New pieces about the final days of Michael Jackson are flooding the news, along with tributes, memorials, debates on the nature of the conversation about him, etc. If there's one article you have to read on it, however, it's this:
Ian Halperin, the writer of unauthorized biographies on Celene Dion, Kurt Cobain, and James Taylor, penned a piece for the Daily Mail in which he claims to have predicted the death of Michael Jackson six months and one day ago. It appears that he might be telling the truth. There's a lot inside the article, so we'll run it down, for you. Some of it might have full-bodied shades of truth, some of it could be totally off the mark. At the very least, though, it's all pretty fascinating:
- Ominous Prediction: "Had he not been driven – by a cabal of bankers, agents, doctors and advisers – to commit to the grueling 50 concerts in London's O2 Arena, I believe he would still be alive today."
- Jackson's Exhaustion: He was preparing for a string of concerts nobody in their right mind could've thought he could've completed. While leaving a Burbank studio, he reportedly told fans: 'I don't know how I'm going to do 50 shows. I'm not a big eater. I need to put some weight on. I'm really angry with them booking me up to do 50 shows. I only wanted to do ten.' One of his former employees weighed in to Halperin earlier this month: "It's like he's not in control over his own life any more."
- Dr. Tohme Tohme: Jackson's official spokesman as of last year. Incredibly seedy. Refuted a claim Halperin made that Jackson had six months to live, back in December. Tohme called it a "complete fabrication." An important player in all of this, if only to indicate the people Jackson was surrounded by near the end: "Tohme has been alternately described as a Saudi Arabian billionaire and an orthopedic surgeon, but he is actually a Lebanese businessman who does not have a medical license. At one point, Tohme claimed he was an ambassador at large for Senegal, but the Senegalese embassy said they had never heard of him." At one point, Tohme (associated with the Nation of Islam, more below) threatened an auctioneer's life if he didn't postpone an auction of Jackson memorabilia.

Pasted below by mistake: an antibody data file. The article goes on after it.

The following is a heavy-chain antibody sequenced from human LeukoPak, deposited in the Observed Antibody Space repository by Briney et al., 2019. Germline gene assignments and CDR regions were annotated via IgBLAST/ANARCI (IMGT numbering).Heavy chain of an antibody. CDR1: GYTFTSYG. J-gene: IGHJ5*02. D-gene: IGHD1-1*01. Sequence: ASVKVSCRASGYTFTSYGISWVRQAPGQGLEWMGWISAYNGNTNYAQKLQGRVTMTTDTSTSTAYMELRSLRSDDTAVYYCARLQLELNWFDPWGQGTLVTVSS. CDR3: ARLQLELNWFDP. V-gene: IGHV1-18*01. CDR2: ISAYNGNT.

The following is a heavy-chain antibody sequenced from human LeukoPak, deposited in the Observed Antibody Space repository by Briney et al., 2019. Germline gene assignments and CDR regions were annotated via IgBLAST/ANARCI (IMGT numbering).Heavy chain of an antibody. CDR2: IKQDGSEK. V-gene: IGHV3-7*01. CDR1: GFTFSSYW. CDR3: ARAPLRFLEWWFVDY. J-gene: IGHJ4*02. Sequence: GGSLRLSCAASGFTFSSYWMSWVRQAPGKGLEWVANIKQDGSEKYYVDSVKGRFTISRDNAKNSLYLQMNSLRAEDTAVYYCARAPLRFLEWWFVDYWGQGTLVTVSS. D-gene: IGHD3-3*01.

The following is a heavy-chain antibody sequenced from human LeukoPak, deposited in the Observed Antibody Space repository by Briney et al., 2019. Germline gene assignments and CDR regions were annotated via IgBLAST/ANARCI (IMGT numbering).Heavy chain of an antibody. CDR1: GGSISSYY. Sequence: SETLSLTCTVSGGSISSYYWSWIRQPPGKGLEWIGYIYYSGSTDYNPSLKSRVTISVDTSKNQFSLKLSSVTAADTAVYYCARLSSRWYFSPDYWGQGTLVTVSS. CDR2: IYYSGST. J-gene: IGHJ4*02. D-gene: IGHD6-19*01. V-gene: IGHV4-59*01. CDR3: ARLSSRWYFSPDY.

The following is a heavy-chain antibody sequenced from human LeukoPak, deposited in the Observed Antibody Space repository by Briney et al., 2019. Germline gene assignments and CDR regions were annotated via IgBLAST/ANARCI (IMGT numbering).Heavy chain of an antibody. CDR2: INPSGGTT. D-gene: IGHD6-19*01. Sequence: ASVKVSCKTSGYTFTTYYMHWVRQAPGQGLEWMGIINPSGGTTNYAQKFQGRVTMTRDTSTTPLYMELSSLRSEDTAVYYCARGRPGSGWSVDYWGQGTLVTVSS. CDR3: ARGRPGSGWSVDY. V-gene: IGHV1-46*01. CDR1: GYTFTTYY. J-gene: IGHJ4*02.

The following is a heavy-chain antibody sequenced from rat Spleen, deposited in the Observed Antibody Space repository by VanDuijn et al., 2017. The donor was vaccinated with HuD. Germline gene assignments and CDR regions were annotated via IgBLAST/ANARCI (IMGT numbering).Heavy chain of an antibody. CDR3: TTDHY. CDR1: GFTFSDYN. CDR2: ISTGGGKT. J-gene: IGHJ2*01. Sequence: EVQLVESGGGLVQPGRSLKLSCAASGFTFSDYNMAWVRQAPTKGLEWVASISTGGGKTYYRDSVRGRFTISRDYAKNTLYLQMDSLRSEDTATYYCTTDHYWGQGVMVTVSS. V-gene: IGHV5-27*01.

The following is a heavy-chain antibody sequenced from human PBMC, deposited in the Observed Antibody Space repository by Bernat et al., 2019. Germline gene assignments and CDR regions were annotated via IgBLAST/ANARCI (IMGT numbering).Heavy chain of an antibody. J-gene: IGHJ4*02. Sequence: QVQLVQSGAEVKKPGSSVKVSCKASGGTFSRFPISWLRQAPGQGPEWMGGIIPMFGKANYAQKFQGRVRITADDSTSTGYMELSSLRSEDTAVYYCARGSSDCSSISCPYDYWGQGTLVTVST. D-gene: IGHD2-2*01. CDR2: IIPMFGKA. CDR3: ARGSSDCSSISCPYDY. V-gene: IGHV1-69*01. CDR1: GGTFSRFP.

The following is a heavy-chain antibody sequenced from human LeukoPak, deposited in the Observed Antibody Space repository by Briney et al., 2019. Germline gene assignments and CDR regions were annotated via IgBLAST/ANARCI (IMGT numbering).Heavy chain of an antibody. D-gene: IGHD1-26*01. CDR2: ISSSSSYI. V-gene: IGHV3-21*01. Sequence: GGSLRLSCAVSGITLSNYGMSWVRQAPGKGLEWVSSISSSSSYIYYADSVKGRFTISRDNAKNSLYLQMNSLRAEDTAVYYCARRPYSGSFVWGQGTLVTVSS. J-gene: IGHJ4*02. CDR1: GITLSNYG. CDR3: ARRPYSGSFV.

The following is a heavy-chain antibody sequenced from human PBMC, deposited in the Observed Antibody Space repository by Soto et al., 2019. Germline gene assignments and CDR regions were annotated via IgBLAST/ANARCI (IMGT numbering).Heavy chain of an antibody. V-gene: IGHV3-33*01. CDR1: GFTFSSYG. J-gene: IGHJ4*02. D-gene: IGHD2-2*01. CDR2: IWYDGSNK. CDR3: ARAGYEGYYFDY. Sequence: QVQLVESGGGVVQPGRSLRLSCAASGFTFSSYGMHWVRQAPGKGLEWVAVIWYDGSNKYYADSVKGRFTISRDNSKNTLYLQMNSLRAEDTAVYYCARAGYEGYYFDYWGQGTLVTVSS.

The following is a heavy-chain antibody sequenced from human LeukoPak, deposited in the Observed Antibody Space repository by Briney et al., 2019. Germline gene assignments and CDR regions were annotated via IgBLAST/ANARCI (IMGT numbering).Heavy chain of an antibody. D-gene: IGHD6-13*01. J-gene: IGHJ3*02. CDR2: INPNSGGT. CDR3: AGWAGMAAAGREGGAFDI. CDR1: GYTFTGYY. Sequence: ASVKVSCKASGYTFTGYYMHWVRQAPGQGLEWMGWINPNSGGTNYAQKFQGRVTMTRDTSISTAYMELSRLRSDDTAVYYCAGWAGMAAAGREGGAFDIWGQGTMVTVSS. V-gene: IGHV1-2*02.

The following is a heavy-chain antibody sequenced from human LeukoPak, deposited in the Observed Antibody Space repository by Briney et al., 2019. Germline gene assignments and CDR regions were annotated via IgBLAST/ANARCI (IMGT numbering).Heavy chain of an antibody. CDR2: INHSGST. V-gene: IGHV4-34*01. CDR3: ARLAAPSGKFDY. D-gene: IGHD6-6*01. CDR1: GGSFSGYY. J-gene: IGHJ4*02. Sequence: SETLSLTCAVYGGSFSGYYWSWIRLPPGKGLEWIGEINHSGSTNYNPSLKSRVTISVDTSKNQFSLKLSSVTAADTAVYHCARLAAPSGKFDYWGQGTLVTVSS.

- Image Protection: Jackson had a huge collection of wigs that he used out in public to hide his graying, thinning hair.
- Mental Health: Feelings of despondency and suicidal thoughts started surfacing after his latest acquittal from the 2005 sexual molestation trial involving Gavin Arvizo. He was close to a "complete nervous breakdown." He was being fed "pills like candy" by those around him, who were described as "enablers." He was worried he would end up dying like Elvis (a claim backed by Lisa Marie Presley). He wasn't eating and had nightmares of being murdered. His drug of choice was OxyContin. Then there's this: "On June 21, Jackson told my contact that he wanted to die. He said that he didn't have what it would take to perform any more because he had lost his voice and dance moves. ‘It's not working out,' Jackson said. ‘I'm better off dead. I don't have anywhere left to turn. I'm done.'"
- Halperin/Jackson: Halperin began his work with Jackson believing he was guilty, but changed his mind as time went on.